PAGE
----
Tips for safer motorcycle riding
The correct use of motorcycles on the nation's roadways is prescribed in Jamaica's Road Traffic Act.
Under the act, every person shall, at all times while driving, or riding on a motor cycle, wear a protective helmet of the prescribed shape, quality, construction or standard.
At minimum, motorcycles are required to be outfitted with "current registration plates, a white headlamp and red tail lamp to signal the approach and position of the motorcycle, an audible horn to warn of the motorcycle's approach, and functional braking mechanisms".
Under the Act, in order to receive a certificate of fitness, vehicles must be inspected by the Island Traffic Authority "to ensure their worthiness for use".
Failure to comply will mean a court appearance and a possible fine or imprisonment, upon apprehension. According to the National Road Safety Council (NRSC), motorcyclists are virtually "unprotected" in the event of an accident.
Greater risk of collision
However, because motorcycles are smaller and easier to manoeuvre, it allows riders to weave their way between other motor vehicles in traffic and so, these riders are at greater risk of collision, as motorcycles are less visible to automobile drivers.
"Compared with cars, motorcycles, being two-wheelers, are unstable and provide little protection for their riders in accidents. Accident statistics support this view," the NRSC noted in an article published on its website titled 'Protection for Motorcyclists'.
The document said the most frequently injured parts of the motorcyclists' bodies, are "the head and the extremities, particularly the legs, as the leg is often squeezed between the rider's own vehicle and the striking vehicle or the ground".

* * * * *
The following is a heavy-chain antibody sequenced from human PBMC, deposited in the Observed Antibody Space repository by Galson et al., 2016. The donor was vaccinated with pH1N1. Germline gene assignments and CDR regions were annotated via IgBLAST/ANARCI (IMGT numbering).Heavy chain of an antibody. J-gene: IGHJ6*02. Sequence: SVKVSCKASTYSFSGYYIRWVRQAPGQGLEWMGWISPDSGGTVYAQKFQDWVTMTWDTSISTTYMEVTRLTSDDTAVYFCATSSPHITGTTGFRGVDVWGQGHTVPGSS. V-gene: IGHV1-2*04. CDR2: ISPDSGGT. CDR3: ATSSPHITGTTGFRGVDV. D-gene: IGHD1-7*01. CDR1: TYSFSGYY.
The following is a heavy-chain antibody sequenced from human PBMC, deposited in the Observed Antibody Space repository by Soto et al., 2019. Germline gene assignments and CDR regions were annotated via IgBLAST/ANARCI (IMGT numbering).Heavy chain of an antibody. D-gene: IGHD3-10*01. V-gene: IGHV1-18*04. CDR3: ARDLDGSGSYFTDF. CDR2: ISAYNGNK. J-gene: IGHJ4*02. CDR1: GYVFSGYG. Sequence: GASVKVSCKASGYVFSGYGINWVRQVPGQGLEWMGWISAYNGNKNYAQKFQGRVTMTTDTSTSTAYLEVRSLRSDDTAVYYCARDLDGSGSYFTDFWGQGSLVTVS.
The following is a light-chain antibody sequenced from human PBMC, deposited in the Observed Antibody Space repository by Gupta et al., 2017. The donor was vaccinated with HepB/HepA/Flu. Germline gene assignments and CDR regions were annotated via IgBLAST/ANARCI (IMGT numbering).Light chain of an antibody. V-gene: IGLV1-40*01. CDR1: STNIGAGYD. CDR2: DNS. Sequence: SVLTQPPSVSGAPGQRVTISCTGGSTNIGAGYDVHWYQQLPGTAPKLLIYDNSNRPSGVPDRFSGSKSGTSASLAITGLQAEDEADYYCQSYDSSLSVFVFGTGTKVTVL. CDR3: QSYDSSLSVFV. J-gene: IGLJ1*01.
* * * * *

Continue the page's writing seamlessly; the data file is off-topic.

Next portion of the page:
The NRSC said the leading causes of death among motorcyclists are injuries to the head and chest, and that other soft-tissue injuries seen in riders of motorcycles are caused by protruding objects on a motorcycle, on the other vehicle or on the ground.
The NRSC also noted that the most serious accidents are those that cause a significant change in the trajectory of the rider. "This movement of rider due to force, happens when the motorcycle collides with another vehicle or a stationary object large enough to change the path of travel of the rider.
If the object is low enough for the rider to pass over it, the trajectory will not change significantly but the rider will usually continue in the original direction until he hits the ground, or some other object at some distance from the site of the collision.
This distance is determined mainly by his original speed. While airborne, the rider may tumble and, therefore, it is not possible to predict his position at impact on the ground," the NRSC said.
The council said that since head injuries are the most common among cyclists, crash helmets are crucial.
The agency recommends the full-face integral helmet, which it says "extends the protection to cover more of the head and face of the wearer", has an improved shock-absorbing capacity, and prevents laceration of the scalp and reduces the incidences of skull fractures and brain damage.
It also recommends wearing of leather clothing, which it says reduces the risk of extensive superficial soft tissue injury, by reducing "the tendency of the body to tumble and gives it a smoother motion when it slides over the road surface in an accident".